The Yin and Yang of Inflammation in Multiple Sclerosis

  • G. Giovannoni
Part of the Topics in Neuroscience book series (TOPNEURO)


Multiple sclerosis (MS) is a clinically heterogeneous disease [1]. On the one side of the spectrum is relapsing-remitting (RR) disease, characterized by attacks of neurological dysfunction due to focal central nervous system (CNS) inflammation, followed by recovery and a period of remission, and on the other side is primary progressive (PP) disease, which is progressive from the outset with no clinical relapses. Between these two extremes are patients who, after presenting with RR disease, subsequently go onto develop a secondary progressive (SP) course. SP disease can be further subdivided into relapsing and non-relapsing disease, depending on whether or not patients continue to have clinical relapses. Approximately 15%-30% of patients with RR disease do not enter the progressive phase of the disease and are classified retrospectively as having benign disease. Why such clinical heterogeneity occurs is currently unknown. Are RR and PPMS different diseases or are they part of the same clinical spectrum? Why do some patients develop progressive disease whilst others do not? Answers to these questions will not only improve our understanding of MS, but will also have major implications for the treatment of MS. Recent data support a complex role for inflammation in disease pathogenesis, with good and bad effects. This article will review the supporting data and propose a hypothesis to explain this paradox or yin and yang of inflammation.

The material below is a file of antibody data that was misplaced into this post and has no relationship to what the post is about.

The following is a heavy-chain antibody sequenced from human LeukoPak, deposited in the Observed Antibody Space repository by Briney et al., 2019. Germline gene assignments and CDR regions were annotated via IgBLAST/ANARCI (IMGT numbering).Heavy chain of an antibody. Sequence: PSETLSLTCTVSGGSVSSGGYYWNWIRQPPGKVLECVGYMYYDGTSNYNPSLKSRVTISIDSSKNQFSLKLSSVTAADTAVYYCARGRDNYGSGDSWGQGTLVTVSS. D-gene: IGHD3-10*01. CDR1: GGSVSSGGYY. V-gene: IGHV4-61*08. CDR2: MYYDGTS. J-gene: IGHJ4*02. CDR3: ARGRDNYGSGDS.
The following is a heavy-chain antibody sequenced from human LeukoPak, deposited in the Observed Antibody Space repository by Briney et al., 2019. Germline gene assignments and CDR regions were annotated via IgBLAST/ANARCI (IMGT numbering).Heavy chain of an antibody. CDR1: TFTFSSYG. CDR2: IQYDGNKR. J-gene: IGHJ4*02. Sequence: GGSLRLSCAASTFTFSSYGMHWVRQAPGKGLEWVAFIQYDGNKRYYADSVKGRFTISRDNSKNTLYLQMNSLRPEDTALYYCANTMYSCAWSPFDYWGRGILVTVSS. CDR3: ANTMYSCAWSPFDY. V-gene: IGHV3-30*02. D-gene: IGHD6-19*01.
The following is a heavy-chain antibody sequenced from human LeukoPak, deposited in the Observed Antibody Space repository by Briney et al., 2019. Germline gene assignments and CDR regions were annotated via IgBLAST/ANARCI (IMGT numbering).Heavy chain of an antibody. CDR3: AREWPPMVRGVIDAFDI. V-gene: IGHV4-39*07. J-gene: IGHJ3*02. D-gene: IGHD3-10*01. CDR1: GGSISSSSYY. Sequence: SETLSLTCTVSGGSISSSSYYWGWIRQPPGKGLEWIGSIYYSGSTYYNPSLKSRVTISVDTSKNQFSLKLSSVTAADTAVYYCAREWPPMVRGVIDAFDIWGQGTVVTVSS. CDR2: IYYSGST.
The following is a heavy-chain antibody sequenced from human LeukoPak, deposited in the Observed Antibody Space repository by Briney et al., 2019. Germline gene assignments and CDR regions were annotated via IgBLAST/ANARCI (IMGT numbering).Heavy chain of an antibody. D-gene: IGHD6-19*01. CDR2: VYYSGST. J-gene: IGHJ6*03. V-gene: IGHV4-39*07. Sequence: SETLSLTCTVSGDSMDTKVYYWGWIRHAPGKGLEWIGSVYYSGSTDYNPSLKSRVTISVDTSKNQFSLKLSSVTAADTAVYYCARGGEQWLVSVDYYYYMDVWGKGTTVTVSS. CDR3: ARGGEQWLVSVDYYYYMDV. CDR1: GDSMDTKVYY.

Nitric Oxide Multiple Sclerosis Experimental Autoimmune Encephalomyelitis Experimental Allergic Encephalomyelitis Clinical Relapse 


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© Springer-Verlag Italia 2004

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  • G. Giovannoni

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